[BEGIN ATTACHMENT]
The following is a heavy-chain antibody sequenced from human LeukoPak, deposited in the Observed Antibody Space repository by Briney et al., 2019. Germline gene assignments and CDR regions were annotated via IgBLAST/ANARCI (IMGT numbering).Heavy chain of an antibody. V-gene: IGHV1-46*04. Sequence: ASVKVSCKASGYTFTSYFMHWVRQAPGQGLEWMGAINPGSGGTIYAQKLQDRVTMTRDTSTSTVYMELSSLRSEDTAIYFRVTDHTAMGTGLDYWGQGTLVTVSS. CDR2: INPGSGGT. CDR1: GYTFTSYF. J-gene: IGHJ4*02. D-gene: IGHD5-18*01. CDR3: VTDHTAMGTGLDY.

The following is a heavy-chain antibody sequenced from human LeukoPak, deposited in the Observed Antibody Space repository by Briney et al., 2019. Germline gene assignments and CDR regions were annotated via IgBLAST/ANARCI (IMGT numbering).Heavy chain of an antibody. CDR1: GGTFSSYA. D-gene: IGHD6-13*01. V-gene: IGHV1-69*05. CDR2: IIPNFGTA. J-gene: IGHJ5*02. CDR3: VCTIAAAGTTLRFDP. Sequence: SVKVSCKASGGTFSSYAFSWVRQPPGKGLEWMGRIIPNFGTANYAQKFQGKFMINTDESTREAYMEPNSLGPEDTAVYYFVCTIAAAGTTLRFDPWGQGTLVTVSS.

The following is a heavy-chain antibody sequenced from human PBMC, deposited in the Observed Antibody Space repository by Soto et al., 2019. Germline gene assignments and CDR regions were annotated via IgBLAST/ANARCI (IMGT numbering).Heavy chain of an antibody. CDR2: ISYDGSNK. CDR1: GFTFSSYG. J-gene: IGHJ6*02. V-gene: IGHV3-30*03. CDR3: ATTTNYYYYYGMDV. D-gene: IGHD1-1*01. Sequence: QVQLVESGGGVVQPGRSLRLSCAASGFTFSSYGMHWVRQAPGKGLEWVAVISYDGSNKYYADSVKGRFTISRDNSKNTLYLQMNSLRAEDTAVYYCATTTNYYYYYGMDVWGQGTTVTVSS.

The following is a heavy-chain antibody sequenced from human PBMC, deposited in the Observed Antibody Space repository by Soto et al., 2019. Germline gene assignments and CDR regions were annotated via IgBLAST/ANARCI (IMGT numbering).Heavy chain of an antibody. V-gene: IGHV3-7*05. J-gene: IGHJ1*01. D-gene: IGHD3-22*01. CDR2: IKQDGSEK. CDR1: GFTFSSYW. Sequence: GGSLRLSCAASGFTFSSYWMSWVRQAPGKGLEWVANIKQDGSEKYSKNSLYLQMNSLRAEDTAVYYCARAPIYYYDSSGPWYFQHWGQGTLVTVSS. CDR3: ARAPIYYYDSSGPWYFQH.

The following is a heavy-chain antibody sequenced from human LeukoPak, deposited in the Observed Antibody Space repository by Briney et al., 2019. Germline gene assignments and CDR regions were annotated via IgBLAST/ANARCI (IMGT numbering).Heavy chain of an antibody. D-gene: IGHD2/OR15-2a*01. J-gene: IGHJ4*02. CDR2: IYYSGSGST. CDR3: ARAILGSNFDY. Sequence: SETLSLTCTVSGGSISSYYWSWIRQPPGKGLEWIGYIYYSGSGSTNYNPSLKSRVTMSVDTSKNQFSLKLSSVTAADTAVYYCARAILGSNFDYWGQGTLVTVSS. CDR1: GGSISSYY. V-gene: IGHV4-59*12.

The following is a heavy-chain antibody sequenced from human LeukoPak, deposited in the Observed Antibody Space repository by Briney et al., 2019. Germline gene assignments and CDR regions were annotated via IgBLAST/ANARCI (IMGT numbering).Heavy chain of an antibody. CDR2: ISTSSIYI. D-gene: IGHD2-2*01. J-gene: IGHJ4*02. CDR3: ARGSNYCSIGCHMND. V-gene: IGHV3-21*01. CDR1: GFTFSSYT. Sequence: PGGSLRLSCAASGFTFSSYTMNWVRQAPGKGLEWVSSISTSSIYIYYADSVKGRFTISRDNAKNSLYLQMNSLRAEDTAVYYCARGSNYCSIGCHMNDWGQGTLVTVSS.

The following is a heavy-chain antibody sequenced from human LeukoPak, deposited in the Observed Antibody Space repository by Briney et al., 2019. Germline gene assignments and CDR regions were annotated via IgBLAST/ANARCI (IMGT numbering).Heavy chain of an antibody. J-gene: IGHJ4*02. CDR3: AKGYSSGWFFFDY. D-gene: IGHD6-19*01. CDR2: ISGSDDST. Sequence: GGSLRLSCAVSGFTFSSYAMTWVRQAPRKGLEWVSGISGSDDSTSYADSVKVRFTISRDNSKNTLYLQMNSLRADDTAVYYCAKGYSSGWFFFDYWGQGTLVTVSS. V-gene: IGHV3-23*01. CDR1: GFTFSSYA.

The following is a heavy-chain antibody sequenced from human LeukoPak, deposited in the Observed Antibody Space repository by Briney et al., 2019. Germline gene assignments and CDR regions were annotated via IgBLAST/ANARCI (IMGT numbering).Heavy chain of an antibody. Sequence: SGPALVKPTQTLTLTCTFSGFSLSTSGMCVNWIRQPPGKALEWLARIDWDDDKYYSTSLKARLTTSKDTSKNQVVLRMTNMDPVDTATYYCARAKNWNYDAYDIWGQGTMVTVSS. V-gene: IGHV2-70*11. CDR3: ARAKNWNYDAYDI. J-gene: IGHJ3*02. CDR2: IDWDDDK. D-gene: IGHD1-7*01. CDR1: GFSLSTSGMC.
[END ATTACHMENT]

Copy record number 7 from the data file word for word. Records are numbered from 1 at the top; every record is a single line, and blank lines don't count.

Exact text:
The following is a heavy-chain antibody sequenced from human LeukoPak, deposited in the Observed Antibody Space repository by Briney et al., 2019. Germline gene assignments and CDR regions were annotated via IgBLAST/ANARCI (IMGT numbering).Heavy chain of an antibody. J-gene: IGHJ4*02. CDR3: AKGYSSGWFFFDY. D-gene: IGHD6-19*01. CDR2: ISGSDDST. Sequence: GGSLRLSCAVSGFTFSSYAMTWVRQAPRKGLEWVSGISGSDDSTSYADSVKVRFTISRDNSKNTLYLQMNSLRADDTAVYYCAKGYSSGWFFFDYWGQGTLVTVSS. V-gene: IGHV3-23*01. CDR1: GFTFSSYA.